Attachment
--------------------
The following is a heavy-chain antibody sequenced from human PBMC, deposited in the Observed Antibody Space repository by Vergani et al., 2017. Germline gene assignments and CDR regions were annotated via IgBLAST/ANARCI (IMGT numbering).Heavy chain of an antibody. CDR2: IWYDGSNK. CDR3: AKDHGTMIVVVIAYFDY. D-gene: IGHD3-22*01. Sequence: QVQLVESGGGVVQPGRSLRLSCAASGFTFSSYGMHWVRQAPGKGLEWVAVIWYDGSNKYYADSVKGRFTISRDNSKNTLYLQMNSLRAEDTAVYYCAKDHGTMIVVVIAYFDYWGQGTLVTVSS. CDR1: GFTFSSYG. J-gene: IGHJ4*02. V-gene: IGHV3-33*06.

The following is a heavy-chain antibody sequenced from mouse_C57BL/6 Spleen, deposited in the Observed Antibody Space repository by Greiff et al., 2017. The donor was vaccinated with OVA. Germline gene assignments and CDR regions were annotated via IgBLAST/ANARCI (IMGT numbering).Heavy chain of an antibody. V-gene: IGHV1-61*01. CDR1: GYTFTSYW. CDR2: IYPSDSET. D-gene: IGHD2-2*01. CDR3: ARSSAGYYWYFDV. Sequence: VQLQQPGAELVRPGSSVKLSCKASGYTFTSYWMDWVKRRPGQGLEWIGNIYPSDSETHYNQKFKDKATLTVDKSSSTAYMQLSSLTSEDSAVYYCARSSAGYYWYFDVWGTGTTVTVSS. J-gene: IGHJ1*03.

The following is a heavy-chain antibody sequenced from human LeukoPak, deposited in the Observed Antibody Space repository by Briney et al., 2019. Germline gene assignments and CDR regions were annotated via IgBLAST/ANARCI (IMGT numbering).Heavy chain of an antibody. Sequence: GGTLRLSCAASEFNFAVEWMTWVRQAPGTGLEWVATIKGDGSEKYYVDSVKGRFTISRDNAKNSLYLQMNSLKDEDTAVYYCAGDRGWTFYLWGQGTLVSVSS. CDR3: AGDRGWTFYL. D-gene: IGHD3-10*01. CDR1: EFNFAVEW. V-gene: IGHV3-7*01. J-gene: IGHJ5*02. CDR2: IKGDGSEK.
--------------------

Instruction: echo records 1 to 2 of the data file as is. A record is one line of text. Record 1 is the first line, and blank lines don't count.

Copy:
The following is a heavy-chain antibody sequenced from human PBMC, deposited in the Observed Antibody Space repository by Vergani et al., 2017. Germline gene assignments and CDR regions were annotated via IgBLAST/ANARCI (IMGT numbering).Heavy chain of an antibody. CDR2: IWYDGSNK. CDR3: AKDHGTMIVVVIAYFDY. D-gene: IGHD3-22*01. Sequence: QVQLVESGGGVVQPGRSLRLSCAASGFTFSSYGMHWVRQAPGKGLEWVAVIWYDGSNKYYADSVKGRFTISRDNSKNTLYLQMNSLRAEDTAVYYCAKDHGTMIVVVIAYFDYWGQGTLVTVSS. CDR1: GFTFSSYG. J-gene: IGHJ4*02. V-gene: IGHV3-33*06.

The following is a heavy-chain antibody sequenced from mouse_C57BL/6 Spleen, deposited in the Observed Antibody Space repository by Greiff et al., 2017. The donor was vaccinated with OVA. Germline gene assignments and CDR regions were annotated via IgBLAST/ANARCI (IMGT numbering).Heavy chain of an antibody. V-gene: IGHV1-61*01. CDR1: GYTFTSYW. CDR2: IYPSDSET. D-gene: IGHD2-2*01. CDR3: ARSSAGYYWYFDV. Sequence: VQLQQPGAELVRPGSSVKLSCKASGYTFTSYWMDWVKRRPGQGLEWIGNIYPSDSETHYNQKFKDKATLTVDKSSSTAYMQLSSLTSEDSAVYYCARSSAGYYWYFDVWGTGTTVTVSS. J-gene: IGHJ1*03.